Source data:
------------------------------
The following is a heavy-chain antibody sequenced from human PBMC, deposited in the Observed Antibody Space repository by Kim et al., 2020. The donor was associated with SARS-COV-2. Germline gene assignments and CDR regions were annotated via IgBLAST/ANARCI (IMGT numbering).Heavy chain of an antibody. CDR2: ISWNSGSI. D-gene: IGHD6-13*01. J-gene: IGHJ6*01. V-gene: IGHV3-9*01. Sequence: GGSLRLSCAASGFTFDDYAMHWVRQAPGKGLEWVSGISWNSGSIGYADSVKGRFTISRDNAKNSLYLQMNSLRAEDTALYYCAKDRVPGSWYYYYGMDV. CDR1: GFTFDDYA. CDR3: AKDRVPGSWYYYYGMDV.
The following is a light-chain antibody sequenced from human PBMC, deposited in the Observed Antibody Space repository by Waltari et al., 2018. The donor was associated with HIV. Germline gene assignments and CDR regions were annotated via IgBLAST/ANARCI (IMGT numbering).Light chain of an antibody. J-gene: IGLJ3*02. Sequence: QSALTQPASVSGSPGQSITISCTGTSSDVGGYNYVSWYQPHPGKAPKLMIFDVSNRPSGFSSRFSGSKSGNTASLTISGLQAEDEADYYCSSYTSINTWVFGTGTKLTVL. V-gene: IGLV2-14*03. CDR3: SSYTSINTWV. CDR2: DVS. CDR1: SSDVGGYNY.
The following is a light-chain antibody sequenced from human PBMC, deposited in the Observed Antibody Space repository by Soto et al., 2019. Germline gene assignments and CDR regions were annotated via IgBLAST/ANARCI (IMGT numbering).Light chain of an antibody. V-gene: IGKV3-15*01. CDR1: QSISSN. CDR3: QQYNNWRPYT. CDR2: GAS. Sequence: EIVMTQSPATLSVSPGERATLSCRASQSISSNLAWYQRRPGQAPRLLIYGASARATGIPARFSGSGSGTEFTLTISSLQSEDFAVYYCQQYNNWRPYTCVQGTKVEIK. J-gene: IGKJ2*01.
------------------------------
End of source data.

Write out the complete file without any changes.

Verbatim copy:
The following is a heavy-chain antibody sequenced from human PBMC, deposited in the Observed Antibody Space repository by Kim et al., 2020. The donor was associated with SARS-COV-2. Germline gene assignments and CDR regions were annotated via IgBLAST/ANARCI (IMGT numbering).Heavy chain of an antibody. CDR2: ISWNSGSI. D-gene: IGHD6-13*01. J-gene: IGHJ6*01. V-gene: IGHV3-9*01. Sequence: GGSLRLSCAASGFTFDDYAMHWVRQAPGKGLEWVSGISWNSGSIGYADSVKGRFTISRDNAKNSLYLQMNSLRAEDTALYYCAKDRVPGSWYYYYGMDV. CDR1: GFTFDDYA. CDR3: AKDRVPGSWYYYYGMDV.
The following is a light-chain antibody sequenced from human PBMC, deposited in the Observed Antibody Space repository by Waltari et al., 2018. The donor was associated with HIV. Germline gene assignments and CDR regions were annotated via IgBLAST/ANARCI (IMGT numbering).Light chain of an antibody. J-gene: IGLJ3*02. Sequence: QSALTQPASVSGSPGQSITISCTGTSSDVGGYNYVSWYQPHPGKAPKLMIFDVSNRPSGFSSRFSGSKSGNTASLTISGLQAEDEADYYCSSYTSINTWVFGTGTKLTVL. V-gene: IGLV2-14*03. CDR3: SSYTSINTWV. CDR2: DVS. CDR1: SSDVGGYNY.
The following is a light-chain antibody sequenced from human PBMC, deposited in the Observed Antibody Space repository by Soto et al., 2019. Germline gene assignments and CDR regions were annotated via IgBLAST/ANARCI (IMGT numbering).Light chain of an antibody. V-gene: IGKV3-15*01. CDR1: QSISSN. CDR3: QQYNNWRPYT. CDR2: GAS. Sequence: EIVMTQSPATLSVSPGERATLSCRASQSISSNLAWYQRRPGQAPRLLIYGASARATGIPARFSGSGSGTEFTLTISSLQSEDFAVYYCQQYNNWRPYTCVQGTKVEIK. J-gene: IGKJ2*01.